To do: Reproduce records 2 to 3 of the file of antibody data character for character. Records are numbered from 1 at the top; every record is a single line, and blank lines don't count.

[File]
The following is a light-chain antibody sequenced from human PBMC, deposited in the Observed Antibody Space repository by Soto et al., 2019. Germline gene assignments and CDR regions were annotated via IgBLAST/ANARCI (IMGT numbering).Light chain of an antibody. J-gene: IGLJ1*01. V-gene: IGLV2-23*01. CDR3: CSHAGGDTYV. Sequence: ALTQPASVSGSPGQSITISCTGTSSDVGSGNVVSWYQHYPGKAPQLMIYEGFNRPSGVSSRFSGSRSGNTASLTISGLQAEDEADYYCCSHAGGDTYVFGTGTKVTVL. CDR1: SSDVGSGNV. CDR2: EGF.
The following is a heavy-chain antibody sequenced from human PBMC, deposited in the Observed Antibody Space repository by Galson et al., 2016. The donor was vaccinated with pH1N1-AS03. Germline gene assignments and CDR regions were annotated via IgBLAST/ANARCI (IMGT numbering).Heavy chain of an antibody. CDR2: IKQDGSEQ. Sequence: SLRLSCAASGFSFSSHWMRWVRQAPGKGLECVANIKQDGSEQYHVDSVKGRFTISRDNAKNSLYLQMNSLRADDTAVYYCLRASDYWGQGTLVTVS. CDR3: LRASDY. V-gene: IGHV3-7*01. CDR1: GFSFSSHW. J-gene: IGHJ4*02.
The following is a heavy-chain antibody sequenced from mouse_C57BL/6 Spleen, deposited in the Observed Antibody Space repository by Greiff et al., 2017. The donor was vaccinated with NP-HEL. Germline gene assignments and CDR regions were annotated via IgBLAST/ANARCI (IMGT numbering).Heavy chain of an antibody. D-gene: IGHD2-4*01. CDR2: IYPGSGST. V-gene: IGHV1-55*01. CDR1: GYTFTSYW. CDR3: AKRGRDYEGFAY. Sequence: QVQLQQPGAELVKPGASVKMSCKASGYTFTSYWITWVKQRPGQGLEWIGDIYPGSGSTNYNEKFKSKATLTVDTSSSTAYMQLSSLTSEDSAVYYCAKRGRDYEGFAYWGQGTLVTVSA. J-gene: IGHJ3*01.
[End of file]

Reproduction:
The following is a heavy-chain antibody sequenced from human PBMC, deposited in the Observed Antibody Space repository by Galson et al., 2016. The donor was vaccinated with pH1N1-AS03. Germline gene assignments and CDR regions were annotated via IgBLAST/ANARCI (IMGT numbering).Heavy chain of an antibody. CDR2: IKQDGSEQ. Sequence: SLRLSCAASGFSFSSHWMRWVRQAPGKGLECVANIKQDGSEQYHVDSVKGRFTISRDNAKNSLYLQMNSLRADDTAVYYCLRASDYWGQGTLVTVS. CDR3: LRASDY. V-gene: IGHV3-7*01. CDR1: GFSFSSHW. J-gene: IGHJ4*02.
The following is a heavy-chain antibody sequenced from mouse_C57BL/6 Spleen, deposited in the Observed Antibody Space repository by Greiff et al., 2017. The donor was vaccinated with NP-HEL. Germline gene assignments and CDR regions were annotated via IgBLAST/ANARCI (IMGT numbering).Heavy chain of an antibody. D-gene: IGHD2-4*01. CDR2: IYPGSGST. V-gene: IGHV1-55*01. CDR1: GYTFTSYW. CDR3: AKRGRDYEGFAY. Sequence: QVQLQQPGAELVKPGASVKMSCKASGYTFTSYWITWVKQRPGQGLEWIGDIYPGSGSTNYNEKFKSKATLTVDTSSSTAYMQLSSLTSEDSAVYYCAKRGRDYEGFAYWGQGTLVTVSA. J-gene: IGHJ3*01.